ROMCAV-09B Roman Auxiliary Cavalry with Green Shield
As Romans were never considered exceptionally good horsemen, and the role of the cavalry not as important in the Roman thought process, the Equitatus was generally made up of non-Roman horsemen. While they would play an important part of Legionary tactics, the Roman Cavalry was considered secondary and would remain the weakest part of the Roman Army until the very late Imperial period.
Generally, the cavalry was used as light skirmishing troops, and mounted archers whose job was to patrol, act as scouts and messengers and to provide a mobile defensive screen while the legion was massing in battle array. As in all armies throughout history, the mounted trooper was also very effective in chasing down and harassing a fleeing and panicked enemy force.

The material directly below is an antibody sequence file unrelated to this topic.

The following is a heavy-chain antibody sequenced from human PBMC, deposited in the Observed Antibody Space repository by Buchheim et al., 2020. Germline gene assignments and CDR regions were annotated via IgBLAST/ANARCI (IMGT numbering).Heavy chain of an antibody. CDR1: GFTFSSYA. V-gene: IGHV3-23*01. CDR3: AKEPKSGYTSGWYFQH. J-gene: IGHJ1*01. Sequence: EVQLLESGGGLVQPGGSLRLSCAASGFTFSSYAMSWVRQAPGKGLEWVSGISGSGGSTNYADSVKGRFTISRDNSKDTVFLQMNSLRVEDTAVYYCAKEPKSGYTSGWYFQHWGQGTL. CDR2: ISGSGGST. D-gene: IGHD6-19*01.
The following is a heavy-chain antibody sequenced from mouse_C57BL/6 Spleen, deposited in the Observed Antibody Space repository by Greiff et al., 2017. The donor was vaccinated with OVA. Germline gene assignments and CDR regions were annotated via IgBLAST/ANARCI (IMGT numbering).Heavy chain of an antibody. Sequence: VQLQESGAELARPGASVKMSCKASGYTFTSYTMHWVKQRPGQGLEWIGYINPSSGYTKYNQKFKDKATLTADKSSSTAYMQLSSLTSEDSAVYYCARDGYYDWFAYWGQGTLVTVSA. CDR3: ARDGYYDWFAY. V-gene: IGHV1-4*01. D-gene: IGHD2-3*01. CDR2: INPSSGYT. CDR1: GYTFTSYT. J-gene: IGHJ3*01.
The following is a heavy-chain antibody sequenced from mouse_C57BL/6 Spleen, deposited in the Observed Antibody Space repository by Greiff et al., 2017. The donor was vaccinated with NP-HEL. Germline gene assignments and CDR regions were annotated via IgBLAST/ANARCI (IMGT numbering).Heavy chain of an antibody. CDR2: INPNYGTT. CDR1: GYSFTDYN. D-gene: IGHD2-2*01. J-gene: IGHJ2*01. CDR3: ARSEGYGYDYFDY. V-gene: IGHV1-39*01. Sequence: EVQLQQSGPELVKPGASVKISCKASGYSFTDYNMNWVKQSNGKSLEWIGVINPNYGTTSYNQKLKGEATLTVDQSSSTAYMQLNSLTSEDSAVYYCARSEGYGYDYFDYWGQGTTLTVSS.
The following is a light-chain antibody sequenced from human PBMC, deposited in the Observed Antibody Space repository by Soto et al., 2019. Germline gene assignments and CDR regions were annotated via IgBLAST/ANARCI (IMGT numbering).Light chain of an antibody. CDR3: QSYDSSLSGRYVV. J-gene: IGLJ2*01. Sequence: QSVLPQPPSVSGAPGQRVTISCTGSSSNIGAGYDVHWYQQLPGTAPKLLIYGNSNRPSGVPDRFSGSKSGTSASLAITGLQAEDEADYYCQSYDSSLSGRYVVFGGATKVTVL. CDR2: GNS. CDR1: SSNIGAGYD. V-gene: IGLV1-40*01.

As part of the military reforms of Augustus around AD 14, the Auxilia were re-organized. They would be trained to the same standards of discipline as the legions. They were mainly drawn from a wide range of warlike peoples throughout the provinces, and would receive Roman citizenship on completion of their 25 year sevice. Senior officers in contrast were Roman citizens.
The Auxilia filled the tasks of patrolling, containing raids, tax collecting, and the multitude of duties of the frontier troops. They were especially suited to garrison and local policing activities, and could also hold their own in small scale warfare.